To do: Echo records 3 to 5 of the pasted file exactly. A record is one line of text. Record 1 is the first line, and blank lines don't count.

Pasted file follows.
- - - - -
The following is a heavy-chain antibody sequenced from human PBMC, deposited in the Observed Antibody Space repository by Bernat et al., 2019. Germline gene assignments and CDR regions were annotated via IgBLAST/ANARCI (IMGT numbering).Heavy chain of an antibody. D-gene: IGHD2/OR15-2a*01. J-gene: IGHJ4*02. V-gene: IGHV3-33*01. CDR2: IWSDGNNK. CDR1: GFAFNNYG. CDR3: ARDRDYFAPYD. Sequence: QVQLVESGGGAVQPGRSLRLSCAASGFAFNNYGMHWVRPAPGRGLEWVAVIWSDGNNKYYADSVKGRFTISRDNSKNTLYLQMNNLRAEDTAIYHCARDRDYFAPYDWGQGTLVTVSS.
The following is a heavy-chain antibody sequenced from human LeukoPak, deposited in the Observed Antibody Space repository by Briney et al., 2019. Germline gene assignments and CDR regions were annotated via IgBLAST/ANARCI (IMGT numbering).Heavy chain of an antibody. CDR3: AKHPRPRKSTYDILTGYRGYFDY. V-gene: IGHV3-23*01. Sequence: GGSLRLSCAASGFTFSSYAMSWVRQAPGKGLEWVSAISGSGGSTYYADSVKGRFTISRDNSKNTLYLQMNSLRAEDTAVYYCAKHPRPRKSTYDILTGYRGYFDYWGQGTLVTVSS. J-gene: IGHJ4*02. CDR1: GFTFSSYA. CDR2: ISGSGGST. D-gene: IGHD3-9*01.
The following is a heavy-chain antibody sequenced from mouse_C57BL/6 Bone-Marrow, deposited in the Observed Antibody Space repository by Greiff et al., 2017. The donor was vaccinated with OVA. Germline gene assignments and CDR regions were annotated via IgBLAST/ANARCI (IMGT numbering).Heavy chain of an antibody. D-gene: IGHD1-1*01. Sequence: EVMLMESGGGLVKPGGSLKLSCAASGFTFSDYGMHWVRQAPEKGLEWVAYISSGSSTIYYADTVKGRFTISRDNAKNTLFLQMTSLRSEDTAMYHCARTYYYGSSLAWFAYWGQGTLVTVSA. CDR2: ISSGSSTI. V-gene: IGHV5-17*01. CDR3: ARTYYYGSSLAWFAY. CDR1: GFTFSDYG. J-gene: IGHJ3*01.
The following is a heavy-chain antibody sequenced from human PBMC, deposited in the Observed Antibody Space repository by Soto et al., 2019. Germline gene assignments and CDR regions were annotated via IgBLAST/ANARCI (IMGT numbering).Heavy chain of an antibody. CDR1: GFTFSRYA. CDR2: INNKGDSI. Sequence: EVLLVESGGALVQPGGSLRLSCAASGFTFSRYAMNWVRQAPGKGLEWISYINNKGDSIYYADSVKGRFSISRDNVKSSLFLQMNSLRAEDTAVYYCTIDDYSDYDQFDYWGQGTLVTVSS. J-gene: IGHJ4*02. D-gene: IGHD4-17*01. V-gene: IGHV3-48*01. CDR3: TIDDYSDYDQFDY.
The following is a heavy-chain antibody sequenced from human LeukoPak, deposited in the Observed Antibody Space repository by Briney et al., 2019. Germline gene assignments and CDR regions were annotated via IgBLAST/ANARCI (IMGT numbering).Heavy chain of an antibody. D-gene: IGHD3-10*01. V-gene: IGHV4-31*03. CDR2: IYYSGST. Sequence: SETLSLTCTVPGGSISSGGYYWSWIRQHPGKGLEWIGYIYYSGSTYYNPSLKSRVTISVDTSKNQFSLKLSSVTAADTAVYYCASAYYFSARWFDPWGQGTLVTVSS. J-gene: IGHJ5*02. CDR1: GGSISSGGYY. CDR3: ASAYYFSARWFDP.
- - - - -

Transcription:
The following is a heavy-chain antibody sequenced from mouse_C57BL/6 Bone-Marrow, deposited in the Observed Antibody Space repository by Greiff et al., 2017. The donor was vaccinated with OVA. Germline gene assignments and CDR regions were annotated via IgBLAST/ANARCI (IMGT numbering).Heavy chain of an antibody. D-gene: IGHD1-1*01. Sequence: EVMLMESGGGLVKPGGSLKLSCAASGFTFSDYGMHWVRQAPEKGLEWVAYISSGSSTIYYADTVKGRFTISRDNAKNTLFLQMTSLRSEDTAMYHCARTYYYGSSLAWFAYWGQGTLVTVSA. CDR2: ISSGSSTI. V-gene: IGHV5-17*01. CDR3: ARTYYYGSSLAWFAY. CDR1: GFTFSDYG. J-gene: IGHJ3*01.
The following is a heavy-chain antibody sequenced from human PBMC, deposited in the Observed Antibody Space repository by Soto et al., 2019. Germline gene assignments and CDR regions were annotated via IgBLAST/ANARCI (IMGT numbering).Heavy chain of an antibody. CDR1: GFTFSRYA. CDR2: INNKGDSI. Sequence: EVLLVESGGALVQPGGSLRLSCAASGFTFSRYAMNWVRQAPGKGLEWISYINNKGDSIYYADSVKGRFSISRDNVKSSLFLQMNSLRAEDTAVYYCTIDDYSDYDQFDYWGQGTLVTVSS. J-gene: IGHJ4*02. D-gene: IGHD4-17*01. V-gene: IGHV3-48*01. CDR3: TIDDYSDYDQFDY.
The following is a heavy-chain antibody sequenced from human LeukoPak, deposited in the Observed Antibody Space repository by Briney et al., 2019. Germline gene assignments and CDR regions were annotated via IgBLAST/ANARCI (IMGT numbering).Heavy chain of an antibody. D-gene: IGHD3-10*01. V-gene: IGHV4-31*03. CDR2: IYYSGST. Sequence: SETLSLTCTVPGGSISSGGYYWSWIRQHPGKGLEWIGYIYYSGSTYYNPSLKSRVTISVDTSKNQFSLKLSSVTAADTAVYYCASAYYFSARWFDPWGQGTLVTVSS. J-gene: IGHJ5*02. CDR1: GGSISSGGYY. CDR3: ASAYYFSARWFDP.